BCR News Feed

16 December 2019

  • Park board learns of $1,282 grant
    PRINCETON — The Princeton Park District has received more than $1,200 through a safety grant program with the Illinois Public Risk Fund.

    The exact amount, $1,282, was announced at last week’s park board meeting.

    The money is designated to promote safety and education programs at the district, and can also be used for the purchase of safety and educational equipment, according to a letter from the IPRF.

    “This is a grant we qualify for due to our good safety record,” Executive Director Elaine Russell stated.

    It was also announced that at its upcoming meeting on Monday, Dec. 16, the park board will review the audit for the fiscal year from July 1, 2018, to June 30, 2019.

    In other business, the board:

    • Approved an ordinance for “aircraft, manned or unmanned,” identical to the ordinance approved Nov. 4 by the Princeton City Council.

    • Approved an easement agreement, restricted to residential use, for the Heaton property that abuts the Zearing Park entrance road.

    • Adopted an annual abatement ordinance for $1.8 million in general obligation park bonds (alternate revenue source) series 2018.

    • Approved payment of checks in the amount of $31,872.60.

  • Upcoming village tax levy will bump up rate by 2%
    WYANET — Wyanet residents will see a small increase in the village’s portion of their property taxes next year.

    During Wednesday night’s meeting, the Wyanet Village Board approved the 2019-20 tax levy, which is a 2 percent increase from last year.

    Residents will see their tax rate increase from $1.72 to $1.77 per 100 of equalized assessed valuation. The increase will put a total of $2,708 extra into the general fund for projects around the village.

    Trustee Lynette Thompson said she has been hearing people discussing village problems and complaints about the board around the village. Other trustees mentioned seeing complaints on Facebook as well.

    Thompson said, “If someone has a problem with the board, please attend a meeting instead of just complaining or discussing on Facebook. Come through the door and talk to us.”

    Board members agreed that problems cannot be addressed unless they are brought to their attention in an appropriate manner. Residents can also stop by Wyanet Village Hall or even call village hall (815-699-2631) with issues.

    In other news:

    • The board approved the purchase of trees for the cemetery to block off the ravine, not to exceed $400. It’s estimated that there is a need for 20-25 trees to create the privacy fence of trees.

    • Advanced Asphalt completed work on Walnut Street. Village Engineer Jack Kusek requested approval to pay $79,864.75 in Motor Fuel Tax money to Advanced Asphalt for the project.

    • Police Chief Todd Marquez has been monitoring the speed of drivers on the newly fixed Walnut Street. There have been several complaints of drivers speeding on the road, and residents have suggested a stop sign is needed. The board has decided against a stop sign at this time, but Marquez will continue to watch the area.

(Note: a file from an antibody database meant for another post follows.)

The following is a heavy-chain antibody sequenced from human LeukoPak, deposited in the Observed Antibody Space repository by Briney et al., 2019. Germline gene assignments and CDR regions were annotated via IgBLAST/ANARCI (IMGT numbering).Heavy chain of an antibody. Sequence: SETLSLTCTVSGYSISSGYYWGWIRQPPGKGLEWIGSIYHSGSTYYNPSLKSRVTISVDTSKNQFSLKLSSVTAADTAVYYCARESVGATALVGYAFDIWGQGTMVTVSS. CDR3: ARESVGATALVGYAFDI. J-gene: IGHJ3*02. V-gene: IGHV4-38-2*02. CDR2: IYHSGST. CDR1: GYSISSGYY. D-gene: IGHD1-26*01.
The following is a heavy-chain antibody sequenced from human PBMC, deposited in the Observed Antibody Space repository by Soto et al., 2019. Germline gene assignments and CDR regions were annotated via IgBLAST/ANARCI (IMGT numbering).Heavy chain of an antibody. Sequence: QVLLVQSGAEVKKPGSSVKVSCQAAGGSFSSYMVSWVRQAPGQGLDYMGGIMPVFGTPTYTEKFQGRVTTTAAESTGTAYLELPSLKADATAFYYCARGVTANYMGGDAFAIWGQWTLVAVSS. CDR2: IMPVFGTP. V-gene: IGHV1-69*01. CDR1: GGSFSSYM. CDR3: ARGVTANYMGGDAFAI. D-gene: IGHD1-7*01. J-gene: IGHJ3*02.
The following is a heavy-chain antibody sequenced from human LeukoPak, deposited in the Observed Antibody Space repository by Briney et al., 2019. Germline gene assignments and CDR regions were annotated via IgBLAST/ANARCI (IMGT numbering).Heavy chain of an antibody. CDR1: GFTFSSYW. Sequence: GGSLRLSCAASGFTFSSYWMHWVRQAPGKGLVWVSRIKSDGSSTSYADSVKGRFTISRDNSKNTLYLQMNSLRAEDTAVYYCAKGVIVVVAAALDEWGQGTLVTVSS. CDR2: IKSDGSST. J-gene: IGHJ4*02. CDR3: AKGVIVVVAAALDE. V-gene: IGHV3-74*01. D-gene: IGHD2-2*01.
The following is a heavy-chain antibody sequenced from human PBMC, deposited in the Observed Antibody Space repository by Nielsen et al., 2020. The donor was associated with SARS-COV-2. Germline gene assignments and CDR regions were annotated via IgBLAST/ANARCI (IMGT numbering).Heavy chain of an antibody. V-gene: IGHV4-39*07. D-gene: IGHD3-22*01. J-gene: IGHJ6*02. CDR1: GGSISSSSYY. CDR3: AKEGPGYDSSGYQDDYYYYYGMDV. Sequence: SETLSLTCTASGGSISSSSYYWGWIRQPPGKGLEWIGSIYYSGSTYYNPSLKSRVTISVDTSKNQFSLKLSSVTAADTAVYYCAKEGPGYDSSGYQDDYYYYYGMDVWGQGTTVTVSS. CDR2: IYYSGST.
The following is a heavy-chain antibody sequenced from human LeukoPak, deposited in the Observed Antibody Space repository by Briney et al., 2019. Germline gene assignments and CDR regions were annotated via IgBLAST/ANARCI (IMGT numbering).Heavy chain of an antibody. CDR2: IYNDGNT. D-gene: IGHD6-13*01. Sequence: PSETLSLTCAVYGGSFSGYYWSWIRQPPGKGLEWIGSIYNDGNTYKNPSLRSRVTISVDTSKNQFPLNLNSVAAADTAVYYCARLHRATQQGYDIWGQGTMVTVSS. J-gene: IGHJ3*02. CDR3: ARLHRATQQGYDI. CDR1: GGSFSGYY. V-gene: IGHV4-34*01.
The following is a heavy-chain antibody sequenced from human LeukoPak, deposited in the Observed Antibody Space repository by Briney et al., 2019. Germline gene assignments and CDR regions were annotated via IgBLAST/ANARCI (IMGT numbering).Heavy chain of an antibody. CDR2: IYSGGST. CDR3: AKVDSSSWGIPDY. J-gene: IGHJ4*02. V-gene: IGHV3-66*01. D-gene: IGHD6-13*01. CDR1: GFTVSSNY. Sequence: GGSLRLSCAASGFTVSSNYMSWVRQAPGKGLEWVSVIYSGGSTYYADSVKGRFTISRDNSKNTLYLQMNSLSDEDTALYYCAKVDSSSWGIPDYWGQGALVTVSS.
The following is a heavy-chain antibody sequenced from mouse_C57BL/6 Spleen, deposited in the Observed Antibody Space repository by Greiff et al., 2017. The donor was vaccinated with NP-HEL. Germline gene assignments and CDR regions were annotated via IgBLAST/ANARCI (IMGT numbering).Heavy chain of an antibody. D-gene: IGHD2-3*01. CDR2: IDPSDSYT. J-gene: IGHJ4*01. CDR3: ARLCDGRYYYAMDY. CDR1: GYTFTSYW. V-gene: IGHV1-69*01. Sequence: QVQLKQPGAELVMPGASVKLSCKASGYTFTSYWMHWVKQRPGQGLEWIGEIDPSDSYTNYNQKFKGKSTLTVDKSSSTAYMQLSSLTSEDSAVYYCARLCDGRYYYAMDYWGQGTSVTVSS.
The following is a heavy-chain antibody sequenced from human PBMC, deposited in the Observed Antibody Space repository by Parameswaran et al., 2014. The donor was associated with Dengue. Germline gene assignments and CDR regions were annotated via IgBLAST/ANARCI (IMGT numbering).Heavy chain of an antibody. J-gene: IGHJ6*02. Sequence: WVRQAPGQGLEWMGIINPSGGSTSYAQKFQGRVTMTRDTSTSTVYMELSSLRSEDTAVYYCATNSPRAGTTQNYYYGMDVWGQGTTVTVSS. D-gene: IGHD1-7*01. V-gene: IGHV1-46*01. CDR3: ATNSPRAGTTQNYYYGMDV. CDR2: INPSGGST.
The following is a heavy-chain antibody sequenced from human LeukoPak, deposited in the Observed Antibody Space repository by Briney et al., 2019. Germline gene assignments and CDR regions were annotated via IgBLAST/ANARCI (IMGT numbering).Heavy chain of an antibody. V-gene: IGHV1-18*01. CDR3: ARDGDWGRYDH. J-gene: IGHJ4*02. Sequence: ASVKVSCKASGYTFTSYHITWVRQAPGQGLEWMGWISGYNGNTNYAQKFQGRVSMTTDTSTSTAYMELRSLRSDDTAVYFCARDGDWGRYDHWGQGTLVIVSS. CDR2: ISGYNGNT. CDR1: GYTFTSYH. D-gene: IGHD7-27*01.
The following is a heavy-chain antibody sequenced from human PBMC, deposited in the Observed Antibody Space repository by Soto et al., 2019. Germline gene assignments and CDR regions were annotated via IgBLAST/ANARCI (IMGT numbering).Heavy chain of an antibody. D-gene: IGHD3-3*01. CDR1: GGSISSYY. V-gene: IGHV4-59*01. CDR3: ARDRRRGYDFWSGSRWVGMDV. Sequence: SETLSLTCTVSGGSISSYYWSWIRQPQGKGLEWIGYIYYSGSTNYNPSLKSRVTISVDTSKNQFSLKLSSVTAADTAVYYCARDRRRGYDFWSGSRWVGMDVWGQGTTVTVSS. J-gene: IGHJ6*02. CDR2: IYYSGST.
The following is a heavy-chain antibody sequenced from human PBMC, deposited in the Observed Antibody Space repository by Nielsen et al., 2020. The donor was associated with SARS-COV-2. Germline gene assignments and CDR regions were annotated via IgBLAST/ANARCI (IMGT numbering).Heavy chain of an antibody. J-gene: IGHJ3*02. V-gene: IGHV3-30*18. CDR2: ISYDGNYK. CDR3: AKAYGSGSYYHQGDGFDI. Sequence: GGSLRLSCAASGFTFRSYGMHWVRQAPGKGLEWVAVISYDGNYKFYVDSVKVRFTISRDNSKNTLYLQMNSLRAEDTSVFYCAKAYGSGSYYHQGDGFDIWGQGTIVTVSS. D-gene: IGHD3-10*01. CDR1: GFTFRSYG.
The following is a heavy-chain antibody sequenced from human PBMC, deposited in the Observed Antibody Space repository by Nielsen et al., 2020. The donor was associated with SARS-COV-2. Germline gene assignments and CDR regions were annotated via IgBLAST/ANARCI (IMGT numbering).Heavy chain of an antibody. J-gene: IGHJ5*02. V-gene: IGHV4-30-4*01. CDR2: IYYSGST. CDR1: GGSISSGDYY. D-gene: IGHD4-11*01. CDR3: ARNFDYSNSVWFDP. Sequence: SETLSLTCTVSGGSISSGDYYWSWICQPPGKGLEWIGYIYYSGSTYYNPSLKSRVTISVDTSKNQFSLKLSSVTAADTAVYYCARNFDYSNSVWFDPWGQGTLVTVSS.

• Residents are reminded that the dumping area at Forest Hill Cemetery is closed. No dumping of any kind is allowed. Citations will be issued.

    • The board approved the 2020 meeting schedule. Meetings will take place on the second Tuesday of the month at 7 p.m.

  • ‘Giving table’ makes a difference at holidays
    PRINCETON — When Lori Boekeloo sees a need in the community, she does her best to fill it.

    The owner of Tanks Pet Store in Princeton is on a holiday mission to help those who can’t help themselves with a need this year. She’s using her South Main Street store as a meeting place for anyone in the community who wants to meet up to exchange or drop off goods.

    It started as a simple Facebook post asking “What is one thing you NEED that you cannot afford?”

    The response so far, she said, has been great.

    Volunteers rushed to help a family that was displaced from their home, bringing toys and even gift wrap to her store for the kids.

    A woman who hasn’t had new glasses for eight years now has an appointment set up to get some.

    “The person who is buying the glasses doesn’t even know her,” Boekeloo said. “She knows of her, and said is able and wants to pay it forward.”

    Boekeloo herself was blessed with a new carpet cleaner.

    “I never had the thought that this was self-serving, and I hesitated because I didn’t want anyone to get that impression,” she said, “But it’s been wonderful to see. I love my pet store family for this very reason.”

    Boekeloo, a Hennepin native, said giving has always been in her nature. She says she never has seen the point in making another’s life harder than it has to be.

    “I grew up in a very self-reliant family, so giving was always in my nature, but receiving was another story.”

    Years ago, when Boekeloo unexpectedly became a single parent, she said she was thrust into a position of needing help — something she wasn’t used to and didn’t like.

    Her philosophy changed, though, after an eye-opening conversation with a friend.

    “She asked me, did I enjoy giving to others, and of course I do,” Boekeloo said. “And she asked me, why would you deny that pleasure to someone who wants to give to you?

    “And my perspective changed then. You’re not a taker, taking something away from someone, you’re a receiver, receiving what another wants to give. It can be difficult to be a gracious receiver, but you’re going to give someone that pleasure.”

    Right now, Boekeloo said she doesn’t have an end date in sight. She says she’ll keep the giving table at the store open as long as it’s being used.

    “I love that it’s paying off for so many people,” she said. “You’re never going to become poor from giving too much.”

Reuters National News

16 December 2019

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